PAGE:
6. Pagliaro L, Campesi G, Aguglia F. Barbiturate jaundice. Report of a case due to a barbital-containing drug, with positive rechallenge to phenobarbital. Gastroenterology 1969; 56: 938-43. PubMed Citation  (31 year old woman developed rash, fever, facial edema after 2 doses of "barbital" and by 7 days developed jaundice [bilirubin 24.1 mg/dL, ALT 200 U/L, ALk P 15 BU] which was prolonged; rechallenge with phenobarbital caused recurrence of fever, rash and jaundice [19 mg/dL]; three biopsies were done, but vanishing bile duct syndrome was evidently not present).

  7. Weisburst M, Self T, Peace R, Cooper J. Jaundice and rash associated with the use of phenobarbital and hydrochlorothiazide. South Med J 1976; 69: 126-7. PubMed Citation  (18 year old woman developed rash followed by fever, anorexia, lymphadenopathy and jaundice [bilirubin 7.2 mg/dL, AST 250 U/L, Alk P 350 U/L], rapid resolution although no mention of drug being stopped).

  8. Evans WE, Self TH, Weisburst MR. Phenobarbital-induced hepatic dysfunction. Drug Intell Clin Pharm 1976; 10: 439-43.  Not in PubMed.

  9. Thirunavukkaram S, Merk P, Fitzgerald JF. Near-fatal phenobarbital hepatotoxicity in an 8 year old male. Gastroenterology 1979; 76: 1261. Not in PubMed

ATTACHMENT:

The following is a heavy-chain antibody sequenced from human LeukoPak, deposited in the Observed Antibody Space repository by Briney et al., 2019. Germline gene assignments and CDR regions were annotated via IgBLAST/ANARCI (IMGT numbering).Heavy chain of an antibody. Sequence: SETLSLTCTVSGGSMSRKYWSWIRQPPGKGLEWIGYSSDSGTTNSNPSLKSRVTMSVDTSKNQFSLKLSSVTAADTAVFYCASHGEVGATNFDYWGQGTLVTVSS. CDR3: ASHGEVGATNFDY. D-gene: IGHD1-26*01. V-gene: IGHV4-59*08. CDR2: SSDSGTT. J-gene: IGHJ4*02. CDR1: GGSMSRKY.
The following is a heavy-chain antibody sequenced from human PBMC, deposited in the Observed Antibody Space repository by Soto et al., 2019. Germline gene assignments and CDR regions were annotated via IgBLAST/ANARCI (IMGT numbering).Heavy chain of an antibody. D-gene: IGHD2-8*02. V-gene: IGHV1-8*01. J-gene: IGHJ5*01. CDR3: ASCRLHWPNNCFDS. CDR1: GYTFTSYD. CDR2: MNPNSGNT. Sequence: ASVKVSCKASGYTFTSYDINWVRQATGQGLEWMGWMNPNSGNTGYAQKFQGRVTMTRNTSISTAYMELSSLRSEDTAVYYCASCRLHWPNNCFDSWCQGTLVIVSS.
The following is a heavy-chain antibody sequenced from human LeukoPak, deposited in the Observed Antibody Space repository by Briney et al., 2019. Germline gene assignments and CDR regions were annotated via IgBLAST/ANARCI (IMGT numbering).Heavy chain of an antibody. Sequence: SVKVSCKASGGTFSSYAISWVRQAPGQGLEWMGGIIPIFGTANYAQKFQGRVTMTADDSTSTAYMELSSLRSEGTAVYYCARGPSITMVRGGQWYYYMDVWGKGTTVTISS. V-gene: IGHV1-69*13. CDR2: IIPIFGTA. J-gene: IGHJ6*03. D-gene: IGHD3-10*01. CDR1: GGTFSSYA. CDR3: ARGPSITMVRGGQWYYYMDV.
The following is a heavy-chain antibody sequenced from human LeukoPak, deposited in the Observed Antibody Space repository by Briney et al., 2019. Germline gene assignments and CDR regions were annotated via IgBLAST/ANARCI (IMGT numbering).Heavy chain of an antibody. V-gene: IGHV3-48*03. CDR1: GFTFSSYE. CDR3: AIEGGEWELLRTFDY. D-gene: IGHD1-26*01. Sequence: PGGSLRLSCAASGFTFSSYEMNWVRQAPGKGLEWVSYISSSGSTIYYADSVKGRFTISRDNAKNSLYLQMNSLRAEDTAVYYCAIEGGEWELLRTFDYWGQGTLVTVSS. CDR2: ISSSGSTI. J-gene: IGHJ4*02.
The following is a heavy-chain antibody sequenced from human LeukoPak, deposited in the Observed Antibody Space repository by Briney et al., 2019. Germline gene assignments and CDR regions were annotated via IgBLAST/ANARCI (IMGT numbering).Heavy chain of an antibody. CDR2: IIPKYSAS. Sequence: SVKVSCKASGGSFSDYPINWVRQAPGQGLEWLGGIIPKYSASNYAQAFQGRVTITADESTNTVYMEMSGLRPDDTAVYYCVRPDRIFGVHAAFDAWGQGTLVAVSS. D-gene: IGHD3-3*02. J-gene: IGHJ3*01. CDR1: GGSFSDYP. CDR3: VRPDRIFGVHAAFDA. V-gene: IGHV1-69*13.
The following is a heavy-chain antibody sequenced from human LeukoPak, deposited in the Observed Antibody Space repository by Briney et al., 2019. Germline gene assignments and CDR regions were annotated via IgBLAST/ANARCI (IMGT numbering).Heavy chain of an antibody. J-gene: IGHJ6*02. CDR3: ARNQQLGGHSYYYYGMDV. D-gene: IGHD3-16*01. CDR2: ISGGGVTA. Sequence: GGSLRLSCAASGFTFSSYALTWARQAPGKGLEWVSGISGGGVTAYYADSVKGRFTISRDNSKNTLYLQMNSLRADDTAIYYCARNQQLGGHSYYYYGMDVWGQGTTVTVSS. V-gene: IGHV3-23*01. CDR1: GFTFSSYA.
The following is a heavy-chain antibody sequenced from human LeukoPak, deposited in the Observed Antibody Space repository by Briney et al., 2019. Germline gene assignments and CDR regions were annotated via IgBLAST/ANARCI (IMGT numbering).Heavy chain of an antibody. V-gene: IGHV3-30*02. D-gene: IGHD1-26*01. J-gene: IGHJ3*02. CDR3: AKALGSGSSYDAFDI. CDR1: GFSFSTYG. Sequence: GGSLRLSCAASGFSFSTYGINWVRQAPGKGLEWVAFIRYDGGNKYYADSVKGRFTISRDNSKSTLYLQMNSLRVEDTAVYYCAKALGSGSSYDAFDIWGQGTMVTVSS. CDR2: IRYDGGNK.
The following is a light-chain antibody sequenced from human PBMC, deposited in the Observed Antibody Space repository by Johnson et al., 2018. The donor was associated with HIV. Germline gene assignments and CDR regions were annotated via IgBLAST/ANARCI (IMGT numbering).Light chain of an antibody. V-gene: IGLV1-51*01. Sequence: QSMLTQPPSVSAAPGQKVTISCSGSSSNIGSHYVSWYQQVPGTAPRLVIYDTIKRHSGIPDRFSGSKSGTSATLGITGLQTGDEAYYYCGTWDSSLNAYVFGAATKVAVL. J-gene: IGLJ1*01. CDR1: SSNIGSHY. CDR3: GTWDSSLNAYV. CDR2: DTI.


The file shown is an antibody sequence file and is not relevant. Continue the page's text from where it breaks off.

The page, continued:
10. Shapiro PA, Antonioli DA, Peppercorn MA. Barbiturate-induced submassive hepatic necrosis. Am J Gastroenterol 1980; 74: 270-3. PubMed Citation  (71 year old woman developed rash on phenytoin and was switched to mephobarbital and 3 months later developed anorexia, fatigue persisting for 6 weeks to onset of jaundice [bilirubin 5.3 mg/dL, ALT 837 U/L, Alk P 320 U/L], improved slowly but relapsed with restarting phenobarbital; biopsy showed submassive necrosis, ultimately recovering completely; no features of hypersensitivity).

  11. Jacobi G, Thorbeck R, Ritz A, Janssen W, Schmidts HL. Fatal hepatotoxicity in child on phenobarbitone and sodium valproate. Lancet 1980; 1: 712-3. PubMed Citation  (Child given valproate [36 mg/kg] and phenobarbital for 3 months developed confusion and coma [bilirubin 9.7 mg/dL, ALT 60 U/L, high ammonia and protime], ultimately dying; more likely due to valproate than phenobarbital hepatotoxicity).